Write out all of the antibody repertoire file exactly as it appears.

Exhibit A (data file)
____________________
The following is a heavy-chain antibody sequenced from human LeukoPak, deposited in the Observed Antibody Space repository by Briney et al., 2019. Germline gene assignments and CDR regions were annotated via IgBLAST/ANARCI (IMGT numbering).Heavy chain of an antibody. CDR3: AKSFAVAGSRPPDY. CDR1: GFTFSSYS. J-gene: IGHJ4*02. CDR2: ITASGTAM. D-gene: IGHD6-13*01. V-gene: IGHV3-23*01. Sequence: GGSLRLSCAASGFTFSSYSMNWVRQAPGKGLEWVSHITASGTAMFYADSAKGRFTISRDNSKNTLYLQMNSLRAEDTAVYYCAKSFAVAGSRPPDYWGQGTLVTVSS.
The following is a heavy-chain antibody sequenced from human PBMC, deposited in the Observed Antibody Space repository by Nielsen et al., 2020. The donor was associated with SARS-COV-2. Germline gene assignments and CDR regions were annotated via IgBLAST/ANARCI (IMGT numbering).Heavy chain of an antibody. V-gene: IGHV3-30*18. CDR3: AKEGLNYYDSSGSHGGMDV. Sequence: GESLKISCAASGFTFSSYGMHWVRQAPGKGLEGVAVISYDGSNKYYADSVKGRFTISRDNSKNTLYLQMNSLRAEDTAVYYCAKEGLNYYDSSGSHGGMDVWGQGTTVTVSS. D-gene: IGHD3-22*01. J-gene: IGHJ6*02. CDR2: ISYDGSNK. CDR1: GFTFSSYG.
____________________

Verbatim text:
The following is a heavy-chain antibody sequenced from human LeukoPak, deposited in the Observed Antibody Space repository by Briney et al., 2019. Germline gene assignments and CDR regions were annotated via IgBLAST/ANARCI (IMGT numbering).Heavy chain of an antibody. CDR3: AKSFAVAGSRPPDY. CDR1: GFTFSSYS. J-gene: IGHJ4*02. CDR2: ITASGTAM. D-gene: IGHD6-13*01. V-gene: IGHV3-23*01. Sequence: GGSLRLSCAASGFTFSSYSMNWVRQAPGKGLEWVSHITASGTAMFYADSAKGRFTISRDNSKNTLYLQMNSLRAEDTAVYYCAKSFAVAGSRPPDYWGQGTLVTVSS.
The following is a heavy-chain antibody sequenced from human PBMC, deposited in the Observed Antibody Space repository by Nielsen et al., 2020. The donor was associated with SARS-COV-2. Germline gene assignments and CDR regions were annotated via IgBLAST/ANARCI (IMGT numbering).Heavy chain of an antibody. V-gene: IGHV3-30*18. CDR3: AKEGLNYYDSSGSHGGMDV. Sequence: GESLKISCAASGFTFSSYGMHWVRQAPGKGLEGVAVISYDGSNKYYADSVKGRFTISRDNSKNTLYLQMNSLRAEDTAVYYCAKEGLNYYDSSGSHGGMDVWGQGTTVTVSS. D-gene: IGHD3-22*01. J-gene: IGHJ6*02. CDR2: ISYDGSNK. CDR1: GFTFSSYG.